You know, every time I experience a big snow, I take photos, and then afterwards I wish I had taken more. My first such experience with a camera was in Eugene, OR in 1969, when we got 34 inches of snow. You could see the outline of the curbs under all that snow; imagine that! Then, in Boston, we got 22 inches of snow in January of 1978. I took some photos but got some ideas from photos pubished in the paper and tried to go out and take more, but it was too late; the snow had lost its pristine beauty. When it became clear we were going to get another chance I went and bought 6 rolls of 36-exposure Kodachrome, and that was a fine investment, because we got between 27 and 30 inches with fierce winds, and I got some wonderful images. Now I have two digital SLRs with about 24 GB of memory and I'm prepared for anything! But there always is regret I couldn't have been somewhere else. Ian's Mall shots are lovely indeed. Sadly, there was no reasonable way for me to get down there, or even to the C&O Canal, so I had to make do with what I had. And what I had was fine; if I knew how to post here, I'd post one or two of my favorites. For now, I'll enjoy all yours.

Posted by: doubtingdavid | February 18, 2010 12:56 PM | Report abuse

Posted by: doubtingdavid | February 18, 2010 1:03 PM | Report abuse

@doubtingdavid -- nice photos! I especially like the third one.

Posted by: natsncats | February 18, 2010 1:34 PM | Report abuse

Agree with natsncats.. nice shots doubtingdavid. That third one reminds me of the famous picture of Georgetown during the original Presidents Day storm (I think that's right?).

Posted by: Ian-CapitalWeatherGang | February 18, 2010 3:03 PM | Report abuse

Off-topic of photos, but on-topic of snow.

OK, you all know that I'm an irredeemable snowlover. But I am sobered. I have just got to say, take this stuff seriously! BE CAREFUL shoveling snow, if you are not in great shape to begin with, if you are not in the habit of exercising vigorously regularly, take your time digging out or if you can, pay someone else to do it. We hear all the time about how many people have heart attacks raking leaves or shoveling snow every year.

I thought it was late to say that this time. But my best friend just called ... as he was leaving the funeral of a friend who died of a heart attack shoveling snow, he got a phone call telling him that another friend had died of a heart attack, shoveling snow.

So, so sad. If you ARE in shape, if you can, please help any of your neighbors who might still have shoveling to do. Serious stuff.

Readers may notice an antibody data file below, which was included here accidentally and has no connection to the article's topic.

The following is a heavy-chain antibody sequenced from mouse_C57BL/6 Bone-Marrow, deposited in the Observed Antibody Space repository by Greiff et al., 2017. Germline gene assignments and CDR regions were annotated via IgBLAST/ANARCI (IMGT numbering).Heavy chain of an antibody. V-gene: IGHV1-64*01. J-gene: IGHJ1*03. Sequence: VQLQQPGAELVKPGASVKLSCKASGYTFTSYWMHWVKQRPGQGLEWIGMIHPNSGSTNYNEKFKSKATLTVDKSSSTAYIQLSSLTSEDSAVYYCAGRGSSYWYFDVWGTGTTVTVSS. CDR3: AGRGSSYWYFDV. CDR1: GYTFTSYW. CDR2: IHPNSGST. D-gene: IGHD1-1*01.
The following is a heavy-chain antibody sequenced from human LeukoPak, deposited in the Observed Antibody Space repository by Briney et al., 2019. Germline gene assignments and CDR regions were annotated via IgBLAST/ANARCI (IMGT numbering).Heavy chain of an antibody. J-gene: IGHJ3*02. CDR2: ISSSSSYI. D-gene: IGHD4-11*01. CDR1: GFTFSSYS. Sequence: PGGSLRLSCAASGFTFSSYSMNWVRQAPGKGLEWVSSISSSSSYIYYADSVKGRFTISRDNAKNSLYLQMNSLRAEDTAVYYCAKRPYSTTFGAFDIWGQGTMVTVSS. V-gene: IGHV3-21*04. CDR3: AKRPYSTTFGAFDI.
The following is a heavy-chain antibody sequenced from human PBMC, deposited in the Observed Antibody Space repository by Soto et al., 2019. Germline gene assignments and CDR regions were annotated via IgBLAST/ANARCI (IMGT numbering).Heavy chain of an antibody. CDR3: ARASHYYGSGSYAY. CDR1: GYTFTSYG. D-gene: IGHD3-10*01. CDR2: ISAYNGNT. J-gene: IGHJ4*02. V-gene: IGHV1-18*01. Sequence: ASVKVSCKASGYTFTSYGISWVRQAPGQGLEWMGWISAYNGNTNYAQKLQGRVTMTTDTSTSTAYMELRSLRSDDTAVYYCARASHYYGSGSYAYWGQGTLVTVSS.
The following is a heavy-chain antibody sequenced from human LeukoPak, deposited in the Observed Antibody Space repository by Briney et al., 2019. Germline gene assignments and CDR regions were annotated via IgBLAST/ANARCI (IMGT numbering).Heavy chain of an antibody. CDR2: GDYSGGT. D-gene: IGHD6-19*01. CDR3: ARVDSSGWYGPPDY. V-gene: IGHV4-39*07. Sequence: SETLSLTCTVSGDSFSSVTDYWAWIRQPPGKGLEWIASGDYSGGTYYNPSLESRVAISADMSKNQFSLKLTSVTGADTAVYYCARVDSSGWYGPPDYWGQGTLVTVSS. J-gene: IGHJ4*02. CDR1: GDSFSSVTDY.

Posted by: ChickenLady | February 18, 2010 3:07 PM | Report abuse

Thanks, natsncast and Ian. Yes, that photo, which I believe was from the February 1983 storm, but could have been from the 1979 one, certainly influenced me. But I'd also taken photos like that in Boston; I love the way snow changes the way people behave, and people walking in the middle of a main street are about as dramatic an example as I can think of.

Posted by: doubtingdavid | February 18, 2010 3:10 PM | Report abuse

Those photographs are beautiful, really. However, I have trouble enjoying what I logically know are very beautiful scenes. I'm so sick of snow, and the associated dangerous driving conditions (I can't be the only one who is tired of dodging other drives who have to peek out between snow piles!) that I can hardly stand it.

I think I will appreciate the lovely pictures much more when the melting is done. Post these again in the heat of August!

Posted by: jiji1 | February 18, 2010 3:16 PM | Report abuse

nice photos!

Posted by: madisondc | February 18, 2010 4:08 PM | Report abuse

Nice pics, Doubting David and Ian.

I thought the one on Foot's Forecast was pretty neat showing deer up to their necks in snow.

Posted by: spgass1 | February 18, 2010 4:09 PM | Report abuse

Doubting David, I loved photo #2 and #3. Loved the way the photo #3 shows life going on despite all the snow.

Posted by: RoseVA | February 18, 2010 7:01 PM | Report abuse

Love the photos Ian and DoubtingDavid!

Posted by: Snowlover2 | February 18, 2010 9:29 PM | Report abuse

I also love the photos by Ian and Doubting David. If anyone is interested here is a link to my flicker sight with photos from around the Tidal Basin and other DC Landmarks during both storms.

http://www.flickr.com/photos/katieforeman/sets/72157623437332334/

Posted by: foremank | February 21, 2010 9:26 AM | Report abuse

The comments to this entry are closed.

 
 
RSS Feed
Subscribe to The Post

© 2012 The Washington Post Company